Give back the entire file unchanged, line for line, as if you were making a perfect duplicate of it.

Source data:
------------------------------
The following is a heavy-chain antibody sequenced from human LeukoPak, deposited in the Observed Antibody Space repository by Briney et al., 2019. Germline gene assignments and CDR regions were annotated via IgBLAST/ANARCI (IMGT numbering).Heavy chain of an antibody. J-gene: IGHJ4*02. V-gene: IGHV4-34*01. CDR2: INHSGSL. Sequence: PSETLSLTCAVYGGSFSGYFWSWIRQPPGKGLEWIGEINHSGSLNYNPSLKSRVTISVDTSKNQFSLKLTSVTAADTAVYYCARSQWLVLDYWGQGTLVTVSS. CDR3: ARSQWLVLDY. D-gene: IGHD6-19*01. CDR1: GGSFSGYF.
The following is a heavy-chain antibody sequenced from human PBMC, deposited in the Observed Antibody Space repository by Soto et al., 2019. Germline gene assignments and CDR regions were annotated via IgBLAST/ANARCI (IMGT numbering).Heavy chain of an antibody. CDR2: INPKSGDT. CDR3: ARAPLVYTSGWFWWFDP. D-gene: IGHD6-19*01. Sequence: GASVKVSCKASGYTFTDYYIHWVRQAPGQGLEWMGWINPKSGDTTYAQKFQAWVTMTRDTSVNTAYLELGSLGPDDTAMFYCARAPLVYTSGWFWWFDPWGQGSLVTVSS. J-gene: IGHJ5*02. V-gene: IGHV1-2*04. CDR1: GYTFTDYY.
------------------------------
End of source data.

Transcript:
The following is a heavy-chain antibody sequenced from human LeukoPak, deposited in the Observed Antibody Space repository by Briney et al., 2019. Germline gene assignments and CDR regions were annotated via IgBLAST/ANARCI (IMGT numbering).Heavy chain of an antibody. J-gene: IGHJ4*02. V-gene: IGHV4-34*01. CDR2: INHSGSL. Sequence: PSETLSLTCAVYGGSFSGYFWSWIRQPPGKGLEWIGEINHSGSLNYNPSLKSRVTISVDTSKNQFSLKLTSVTAADTAVYYCARSQWLVLDYWGQGTLVTVSS. CDR3: ARSQWLVLDY. D-gene: IGHD6-19*01. CDR1: GGSFSGYF.
The following is a heavy-chain antibody sequenced from human PBMC, deposited in the Observed Antibody Space repository by Soto et al., 2019. Germline gene assignments and CDR regions were annotated via IgBLAST/ANARCI (IMGT numbering).Heavy chain of an antibody. CDR2: INPKSGDT. CDR3: ARAPLVYTSGWFWWFDP. D-gene: IGHD6-19*01. Sequence: GASVKVSCKASGYTFTDYYIHWVRQAPGQGLEWMGWINPKSGDTTYAQKFQAWVTMTRDTSVNTAYLELGSLGPDDTAMFYCARAPLVYTSGWFWWFDPWGQGSLVTVSS. J-gene: IGHJ5*02. V-gene: IGHV1-2*04. CDR1: GYTFTDYY.